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Trends: Shortage of Cyber Security Professionals

Posted on April 3, 2010
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With the Department of Homeland Security poised to hire up to 1,000 cyber security engineers, developers and analysts over the next three years, many believe the demand for computer/cyber security professionals might outweigh the supply. Indeed, DHS Secretary Janet Napolitano authorized her department to streamline its hiring process, which usually takes months.

That’s the good news. The challenge: Cyber security is a relatively new and evolving field that, for many technology professionals, requires knowledge of multiple disciplines and relatively new credentials.

“We already had the plan to grow our cyber workforce, but what the secretary did is give the authority to DHS to make direct hires like most private sector companies,” says Amy Kudwa, DHS spokesperson. “The direct hire authority from the Office of Personal Management will significantly streamline the process, reducing the timeline to a matter of days or weeks.”

At the DHS is seeking to fill a wide swath of cyber-related jobs, including program analysts, information security specialists, IT specialists and systems engineers. The agency is vague when it comes to technical skills needed for these positions, though it outlines the basic requirements to work around sensitive government information: U.S. citizenship, security clearance and a financial disclosure statement.

According to Kevin Coleman, strategic advisor for the Technolytics Institute, a successful cyber security professional must have expertise in one or multiple programming systems such as Microsoft, Solaris, Linux and Unix. Of particular need are architect and operations management specialists who understand complex and interconnected networks.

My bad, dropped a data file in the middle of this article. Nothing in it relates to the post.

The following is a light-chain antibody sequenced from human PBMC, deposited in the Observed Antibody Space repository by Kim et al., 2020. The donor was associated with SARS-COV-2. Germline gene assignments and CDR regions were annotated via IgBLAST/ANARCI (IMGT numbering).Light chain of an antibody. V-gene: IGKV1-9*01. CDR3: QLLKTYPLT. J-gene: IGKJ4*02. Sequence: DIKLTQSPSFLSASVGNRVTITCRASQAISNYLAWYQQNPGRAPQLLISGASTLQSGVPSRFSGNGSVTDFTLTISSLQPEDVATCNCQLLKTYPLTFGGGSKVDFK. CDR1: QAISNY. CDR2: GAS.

“They have to understand the complexities of different systems working together and not just one network,” Coleman says. “They need to understand how one change or modification could impact all others.”

The International Information Systems Security Certification Consortium, or (ISC)² offers the Certified Information Systems Security Professional (CISSP) credential required for some cyber security positions.

ISC² sees many electrical engineers moving into the cyber security field, though it says a computer science background is also valuable. According to the ISC², there are three primary fields in cyber security jobs: cyber security technicians with credentials/experience in forensics and ethical hacking; penetration testers who know how to perform ethical hacking and network breaches; and cyber security managers.

“If you look at what’s needed to protect the IT world, we need people with deep technical experience in forensics, incident handling and secure coding,” says W. Hord Tipton, executive director of ISC². “At the other end of the spectrum we have the management piece, the people who have a certain amount of security knowledge and know how to ask the right questions, but don’t have the technology depth to do it.”

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